New testing shows dual usage may be riskier than previously thought
New research involving urine testing of vapers, smokers, dual users, and non-vapers/non-smokers is indicating some rather interesting results concerning comparative toxicities. Led by Dr. Maciej Goniewicz of the Roswell Park Cancer Center, the study compared the urinary analysis of some 5105 participants. Biomarkers were evaluated for measurable levels of nicotine metabolites, lead, naphthalene, cadmium, acrylonitrile, pyrene, acrylamide, acrolein, and tobacco-specific nitrosamine 4, among other toxins.
As one might expect, the participants who had remained smoke- and vapor-free scored the lowest levels of metallic and other toxicities while the vaping-only group scored just slightly higher.
Strangely, the highest levels of some toxicities were not associated with the smoking-only participants but rather with the dual usage group. In fact, only-smokers displayed 10-36 percent lower concentrations in some of the measurable statistical categories compared to those of dual users.
“Exclusive cigarette users showed 10% to 36% lower concentrations of several biomarkers than dual users. Frequency of cigarette use among dual users was positively correlated with nicotine and toxicant exposure.”
The Roswell study entitled Comparison of Nicotine and Toxicant Exposure in Users of Electronic Cigarettes and Combustible Cigarettes, is published on the JAMA Network. Lead scientists Dr. Goniewicz notes that while the increased levels of some toxicities in dual users is somewhat surprising, further research is needed to determine if they cause a significant health risk. Going forward, the research team hopes to conduct additional studies which simultaneously analyze for possible signs of physical health concerns, as well.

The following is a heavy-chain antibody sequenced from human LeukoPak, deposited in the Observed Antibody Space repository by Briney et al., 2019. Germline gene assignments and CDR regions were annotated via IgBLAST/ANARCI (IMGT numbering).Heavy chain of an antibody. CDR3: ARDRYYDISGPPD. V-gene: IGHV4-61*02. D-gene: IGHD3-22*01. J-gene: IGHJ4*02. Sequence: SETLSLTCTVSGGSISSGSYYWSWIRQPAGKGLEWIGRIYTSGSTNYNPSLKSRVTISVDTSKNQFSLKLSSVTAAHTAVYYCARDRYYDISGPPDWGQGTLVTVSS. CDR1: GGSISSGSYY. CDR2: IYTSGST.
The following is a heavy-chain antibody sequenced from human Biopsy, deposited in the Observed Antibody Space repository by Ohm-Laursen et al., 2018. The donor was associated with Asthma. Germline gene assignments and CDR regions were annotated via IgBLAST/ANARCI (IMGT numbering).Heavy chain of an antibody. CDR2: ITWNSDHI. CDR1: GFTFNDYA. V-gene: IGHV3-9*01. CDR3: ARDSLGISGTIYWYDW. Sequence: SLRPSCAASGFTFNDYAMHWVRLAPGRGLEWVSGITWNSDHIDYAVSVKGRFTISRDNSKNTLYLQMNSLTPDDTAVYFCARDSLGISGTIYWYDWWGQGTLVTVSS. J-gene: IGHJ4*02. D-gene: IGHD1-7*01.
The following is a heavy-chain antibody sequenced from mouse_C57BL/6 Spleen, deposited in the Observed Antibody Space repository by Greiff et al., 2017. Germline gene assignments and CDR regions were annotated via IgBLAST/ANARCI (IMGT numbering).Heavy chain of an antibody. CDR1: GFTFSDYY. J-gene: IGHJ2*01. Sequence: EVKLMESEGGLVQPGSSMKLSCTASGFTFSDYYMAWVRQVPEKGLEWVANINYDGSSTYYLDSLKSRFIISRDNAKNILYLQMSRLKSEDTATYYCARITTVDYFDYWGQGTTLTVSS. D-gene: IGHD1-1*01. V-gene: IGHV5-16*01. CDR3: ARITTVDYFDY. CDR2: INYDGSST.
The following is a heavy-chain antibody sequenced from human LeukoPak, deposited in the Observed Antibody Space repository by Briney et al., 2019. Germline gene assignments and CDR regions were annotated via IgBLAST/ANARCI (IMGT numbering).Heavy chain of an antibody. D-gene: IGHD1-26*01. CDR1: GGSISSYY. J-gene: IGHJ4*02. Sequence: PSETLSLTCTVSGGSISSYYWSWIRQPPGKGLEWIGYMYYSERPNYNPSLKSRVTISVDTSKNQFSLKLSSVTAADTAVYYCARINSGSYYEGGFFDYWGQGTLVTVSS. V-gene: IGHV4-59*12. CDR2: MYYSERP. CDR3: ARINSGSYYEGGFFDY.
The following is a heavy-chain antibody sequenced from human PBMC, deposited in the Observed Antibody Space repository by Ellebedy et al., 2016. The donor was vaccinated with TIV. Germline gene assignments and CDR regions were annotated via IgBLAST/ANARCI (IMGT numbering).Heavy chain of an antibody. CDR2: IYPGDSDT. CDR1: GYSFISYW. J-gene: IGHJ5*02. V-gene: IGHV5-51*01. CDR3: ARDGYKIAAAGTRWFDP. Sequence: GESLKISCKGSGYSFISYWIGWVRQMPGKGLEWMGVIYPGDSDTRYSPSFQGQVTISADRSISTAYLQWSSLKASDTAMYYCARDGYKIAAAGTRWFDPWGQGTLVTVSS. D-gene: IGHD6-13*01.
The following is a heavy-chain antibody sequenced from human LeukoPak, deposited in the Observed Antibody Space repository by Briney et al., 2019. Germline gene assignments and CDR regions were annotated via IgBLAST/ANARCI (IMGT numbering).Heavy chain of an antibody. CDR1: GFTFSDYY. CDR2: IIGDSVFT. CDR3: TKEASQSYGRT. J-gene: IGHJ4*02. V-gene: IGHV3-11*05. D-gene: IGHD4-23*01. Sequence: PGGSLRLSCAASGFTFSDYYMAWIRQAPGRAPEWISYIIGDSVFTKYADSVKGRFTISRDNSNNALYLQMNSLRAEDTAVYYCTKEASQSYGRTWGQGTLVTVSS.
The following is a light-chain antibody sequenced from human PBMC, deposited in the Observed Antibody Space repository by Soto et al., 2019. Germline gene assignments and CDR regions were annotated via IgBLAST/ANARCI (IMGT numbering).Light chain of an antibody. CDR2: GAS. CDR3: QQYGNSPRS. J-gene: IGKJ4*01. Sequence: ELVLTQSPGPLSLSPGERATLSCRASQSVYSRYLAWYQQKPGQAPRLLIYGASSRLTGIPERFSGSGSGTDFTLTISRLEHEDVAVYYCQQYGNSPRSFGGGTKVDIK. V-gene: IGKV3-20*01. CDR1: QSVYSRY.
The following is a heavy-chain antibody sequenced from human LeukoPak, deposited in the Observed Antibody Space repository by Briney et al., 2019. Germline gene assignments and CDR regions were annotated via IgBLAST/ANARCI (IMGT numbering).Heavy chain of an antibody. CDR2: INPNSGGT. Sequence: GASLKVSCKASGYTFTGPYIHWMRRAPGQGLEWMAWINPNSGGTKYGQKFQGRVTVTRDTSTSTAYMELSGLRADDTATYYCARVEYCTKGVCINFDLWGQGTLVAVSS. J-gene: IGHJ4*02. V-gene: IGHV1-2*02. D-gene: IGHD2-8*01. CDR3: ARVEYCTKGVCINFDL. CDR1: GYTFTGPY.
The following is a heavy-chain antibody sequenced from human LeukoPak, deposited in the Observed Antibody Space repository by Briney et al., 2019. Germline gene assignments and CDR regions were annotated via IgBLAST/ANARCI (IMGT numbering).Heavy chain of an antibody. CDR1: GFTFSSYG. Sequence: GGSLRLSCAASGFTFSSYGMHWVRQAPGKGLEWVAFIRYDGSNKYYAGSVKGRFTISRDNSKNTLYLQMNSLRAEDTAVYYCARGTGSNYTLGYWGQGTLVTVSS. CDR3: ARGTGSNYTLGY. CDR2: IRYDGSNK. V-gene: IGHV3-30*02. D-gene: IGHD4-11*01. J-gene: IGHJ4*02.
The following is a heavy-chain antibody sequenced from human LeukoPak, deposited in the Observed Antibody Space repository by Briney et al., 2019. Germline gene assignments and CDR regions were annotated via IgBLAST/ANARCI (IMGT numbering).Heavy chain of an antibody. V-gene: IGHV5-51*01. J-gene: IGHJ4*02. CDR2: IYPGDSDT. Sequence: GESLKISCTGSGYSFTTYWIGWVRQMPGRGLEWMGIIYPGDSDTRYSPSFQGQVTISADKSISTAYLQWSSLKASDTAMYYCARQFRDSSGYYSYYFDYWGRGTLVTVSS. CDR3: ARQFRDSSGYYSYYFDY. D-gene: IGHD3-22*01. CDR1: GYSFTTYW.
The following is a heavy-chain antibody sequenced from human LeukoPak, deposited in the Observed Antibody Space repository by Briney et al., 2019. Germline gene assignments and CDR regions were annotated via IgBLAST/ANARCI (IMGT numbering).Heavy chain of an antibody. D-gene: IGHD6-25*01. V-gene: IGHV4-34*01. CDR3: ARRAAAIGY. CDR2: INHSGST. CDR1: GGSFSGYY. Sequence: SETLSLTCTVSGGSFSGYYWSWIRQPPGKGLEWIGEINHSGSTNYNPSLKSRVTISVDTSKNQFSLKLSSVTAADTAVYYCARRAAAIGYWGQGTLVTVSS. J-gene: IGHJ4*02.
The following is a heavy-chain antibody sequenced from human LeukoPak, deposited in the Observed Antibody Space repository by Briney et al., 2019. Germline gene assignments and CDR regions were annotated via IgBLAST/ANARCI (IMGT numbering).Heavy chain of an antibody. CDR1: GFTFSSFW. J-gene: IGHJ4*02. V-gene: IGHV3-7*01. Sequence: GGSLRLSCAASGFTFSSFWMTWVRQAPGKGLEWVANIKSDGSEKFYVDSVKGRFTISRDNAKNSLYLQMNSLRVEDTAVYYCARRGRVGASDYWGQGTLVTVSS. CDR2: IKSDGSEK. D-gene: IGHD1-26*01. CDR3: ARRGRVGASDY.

Is dual use better than smoking?
In the past, some vaping advocates and professional advocacy organizations may have taken issue with the notion that vaping only part-time does not provide at least some health benefits to the dual user. This position seems to be based on good, old-fashioned common sense.
However, Dr. Goniewicz is not the typical anti-vaping researcher. His past research is often lauded by many within the vaping community. Therefore, the findings of this most recent research paper are worth at least a cursory review. For example, an August 216 observational study conducted by the Goniewicz team proved that switching to vaping from smoking results in “substantially reduced” exposure to multiple tobacco-related carcinogens.
Regardless, the message of this latest vaping study is abundantly clear. For smokers considering a switch to vaping as an alternative to conventional nicotine replacement therapies like the patch or nicotine gums, the switch must be 100 percent. Dual usage is not recommended. Commit to the vape, avoid relapse, and never look back.
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